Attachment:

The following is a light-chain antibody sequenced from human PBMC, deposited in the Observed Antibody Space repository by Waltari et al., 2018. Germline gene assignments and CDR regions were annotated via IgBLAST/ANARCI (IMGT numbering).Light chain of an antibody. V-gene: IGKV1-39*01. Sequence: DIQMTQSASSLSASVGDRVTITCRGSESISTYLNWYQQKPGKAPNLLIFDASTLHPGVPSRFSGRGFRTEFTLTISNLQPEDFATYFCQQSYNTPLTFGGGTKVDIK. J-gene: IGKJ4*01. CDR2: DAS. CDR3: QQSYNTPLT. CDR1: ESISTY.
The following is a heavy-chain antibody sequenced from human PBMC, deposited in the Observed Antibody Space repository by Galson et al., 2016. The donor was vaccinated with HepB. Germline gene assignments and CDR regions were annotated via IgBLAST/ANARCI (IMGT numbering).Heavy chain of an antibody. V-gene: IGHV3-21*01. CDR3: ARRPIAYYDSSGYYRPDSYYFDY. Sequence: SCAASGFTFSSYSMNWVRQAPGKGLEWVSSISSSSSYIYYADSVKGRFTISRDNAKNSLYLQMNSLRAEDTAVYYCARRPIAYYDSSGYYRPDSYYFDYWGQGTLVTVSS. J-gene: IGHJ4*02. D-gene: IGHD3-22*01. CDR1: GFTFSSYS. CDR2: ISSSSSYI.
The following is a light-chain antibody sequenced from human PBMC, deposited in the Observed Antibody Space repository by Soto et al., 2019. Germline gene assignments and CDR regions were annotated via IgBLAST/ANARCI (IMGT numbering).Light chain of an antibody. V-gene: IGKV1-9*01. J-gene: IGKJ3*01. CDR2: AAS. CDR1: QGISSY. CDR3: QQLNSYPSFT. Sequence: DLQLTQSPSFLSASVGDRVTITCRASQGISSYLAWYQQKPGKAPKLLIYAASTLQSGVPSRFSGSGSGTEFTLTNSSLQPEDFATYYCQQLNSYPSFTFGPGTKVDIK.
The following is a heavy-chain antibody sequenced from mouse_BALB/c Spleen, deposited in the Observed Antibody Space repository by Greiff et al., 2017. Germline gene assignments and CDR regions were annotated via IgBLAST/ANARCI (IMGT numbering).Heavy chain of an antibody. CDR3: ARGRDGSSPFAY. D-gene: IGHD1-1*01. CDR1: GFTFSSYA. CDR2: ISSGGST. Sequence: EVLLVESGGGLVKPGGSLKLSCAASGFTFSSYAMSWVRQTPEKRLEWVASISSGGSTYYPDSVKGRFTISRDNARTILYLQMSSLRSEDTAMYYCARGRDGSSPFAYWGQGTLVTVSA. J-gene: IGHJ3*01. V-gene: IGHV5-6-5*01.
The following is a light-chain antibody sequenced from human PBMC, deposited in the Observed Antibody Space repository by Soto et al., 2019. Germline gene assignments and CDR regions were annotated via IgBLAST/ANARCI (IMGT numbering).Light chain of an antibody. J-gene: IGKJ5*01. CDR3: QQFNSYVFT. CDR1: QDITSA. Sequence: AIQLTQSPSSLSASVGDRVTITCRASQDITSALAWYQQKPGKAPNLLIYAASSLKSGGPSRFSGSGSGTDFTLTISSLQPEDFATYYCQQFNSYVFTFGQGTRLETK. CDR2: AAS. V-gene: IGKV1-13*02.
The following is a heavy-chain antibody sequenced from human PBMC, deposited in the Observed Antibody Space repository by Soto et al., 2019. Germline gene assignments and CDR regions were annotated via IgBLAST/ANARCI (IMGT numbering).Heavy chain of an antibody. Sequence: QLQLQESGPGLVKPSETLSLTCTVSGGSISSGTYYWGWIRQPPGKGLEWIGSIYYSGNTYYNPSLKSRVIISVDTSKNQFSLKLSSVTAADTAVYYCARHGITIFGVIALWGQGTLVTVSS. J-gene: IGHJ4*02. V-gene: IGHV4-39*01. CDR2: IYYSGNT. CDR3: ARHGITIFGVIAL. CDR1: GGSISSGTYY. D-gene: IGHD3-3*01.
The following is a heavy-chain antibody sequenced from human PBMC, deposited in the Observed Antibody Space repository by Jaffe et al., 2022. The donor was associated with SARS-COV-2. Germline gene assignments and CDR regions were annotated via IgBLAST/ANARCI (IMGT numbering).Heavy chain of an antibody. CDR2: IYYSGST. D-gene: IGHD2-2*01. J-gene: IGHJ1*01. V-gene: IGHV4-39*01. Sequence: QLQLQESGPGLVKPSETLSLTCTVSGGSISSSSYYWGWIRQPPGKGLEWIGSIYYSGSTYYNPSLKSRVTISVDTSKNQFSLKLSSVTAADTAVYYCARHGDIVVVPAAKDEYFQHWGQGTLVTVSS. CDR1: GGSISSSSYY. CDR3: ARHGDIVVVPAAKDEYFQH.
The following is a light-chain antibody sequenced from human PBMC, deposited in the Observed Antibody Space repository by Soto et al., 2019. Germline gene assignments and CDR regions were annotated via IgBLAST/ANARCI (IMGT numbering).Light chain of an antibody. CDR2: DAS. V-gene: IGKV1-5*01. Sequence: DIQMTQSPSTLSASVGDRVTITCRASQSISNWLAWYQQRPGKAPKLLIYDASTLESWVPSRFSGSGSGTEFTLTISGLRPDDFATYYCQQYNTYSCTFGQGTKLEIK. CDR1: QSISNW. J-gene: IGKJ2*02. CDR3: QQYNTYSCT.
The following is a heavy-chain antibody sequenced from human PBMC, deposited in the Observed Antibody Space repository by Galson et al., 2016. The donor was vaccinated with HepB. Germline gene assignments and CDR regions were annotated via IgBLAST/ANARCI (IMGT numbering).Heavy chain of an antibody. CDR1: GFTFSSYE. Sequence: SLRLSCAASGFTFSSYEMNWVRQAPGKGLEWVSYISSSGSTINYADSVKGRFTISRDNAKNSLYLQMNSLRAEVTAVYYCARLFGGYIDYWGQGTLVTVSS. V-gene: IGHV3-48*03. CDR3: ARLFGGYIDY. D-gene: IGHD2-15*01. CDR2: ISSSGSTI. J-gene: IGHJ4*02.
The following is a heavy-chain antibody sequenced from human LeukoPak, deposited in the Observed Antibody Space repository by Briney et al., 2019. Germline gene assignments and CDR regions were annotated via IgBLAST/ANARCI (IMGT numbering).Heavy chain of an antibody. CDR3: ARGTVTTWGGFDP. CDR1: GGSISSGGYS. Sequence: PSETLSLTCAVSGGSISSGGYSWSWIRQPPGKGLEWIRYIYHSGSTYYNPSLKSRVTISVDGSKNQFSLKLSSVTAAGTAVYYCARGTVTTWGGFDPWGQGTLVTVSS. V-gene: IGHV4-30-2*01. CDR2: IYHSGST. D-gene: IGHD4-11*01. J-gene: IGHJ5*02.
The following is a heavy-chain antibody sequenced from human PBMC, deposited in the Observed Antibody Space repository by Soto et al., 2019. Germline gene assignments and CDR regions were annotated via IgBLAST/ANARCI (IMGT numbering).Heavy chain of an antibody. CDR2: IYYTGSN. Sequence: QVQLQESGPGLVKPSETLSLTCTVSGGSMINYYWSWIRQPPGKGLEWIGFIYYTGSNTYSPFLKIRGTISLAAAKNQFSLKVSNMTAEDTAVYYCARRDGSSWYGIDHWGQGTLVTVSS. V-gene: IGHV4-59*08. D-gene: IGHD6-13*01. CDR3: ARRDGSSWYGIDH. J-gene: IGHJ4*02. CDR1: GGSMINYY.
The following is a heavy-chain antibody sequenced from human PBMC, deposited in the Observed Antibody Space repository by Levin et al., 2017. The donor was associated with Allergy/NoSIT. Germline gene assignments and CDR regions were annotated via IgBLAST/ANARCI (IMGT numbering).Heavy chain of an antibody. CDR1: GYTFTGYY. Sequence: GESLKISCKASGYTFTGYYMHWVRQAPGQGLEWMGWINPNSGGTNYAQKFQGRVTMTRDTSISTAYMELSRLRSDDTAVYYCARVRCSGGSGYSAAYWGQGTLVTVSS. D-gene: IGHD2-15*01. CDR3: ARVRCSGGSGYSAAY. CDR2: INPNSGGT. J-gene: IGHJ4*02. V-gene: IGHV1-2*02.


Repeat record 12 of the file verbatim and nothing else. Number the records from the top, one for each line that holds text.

The following is a heavy-chain antibody sequenced from human PBMC, deposited in the Observed Antibody Space repository by Levin et al., 2017. The donor was associated with Allergy/NoSIT. Germline gene assignments and CDR regions were annotated via IgBLAST/ANARCI (IMGT numbering).Heavy chain of an antibody. CDR1: GYTFTGYY. Sequence: GESLKISCKASGYTFTGYYMHWVRQAPGQGLEWMGWINPNSGGTNYAQKFQGRVTMTRDTSISTAYMELSRLRSDDTAVYYCARVRCSGGSGYSAAYWGQGTLVTVSS. D-gene: IGHD2-15*01. CDR3: ARVRCSGGSGYSAAY. CDR2: INPNSGGT. J-gene: IGHJ4*02. V-gene: IGHV1-2*02.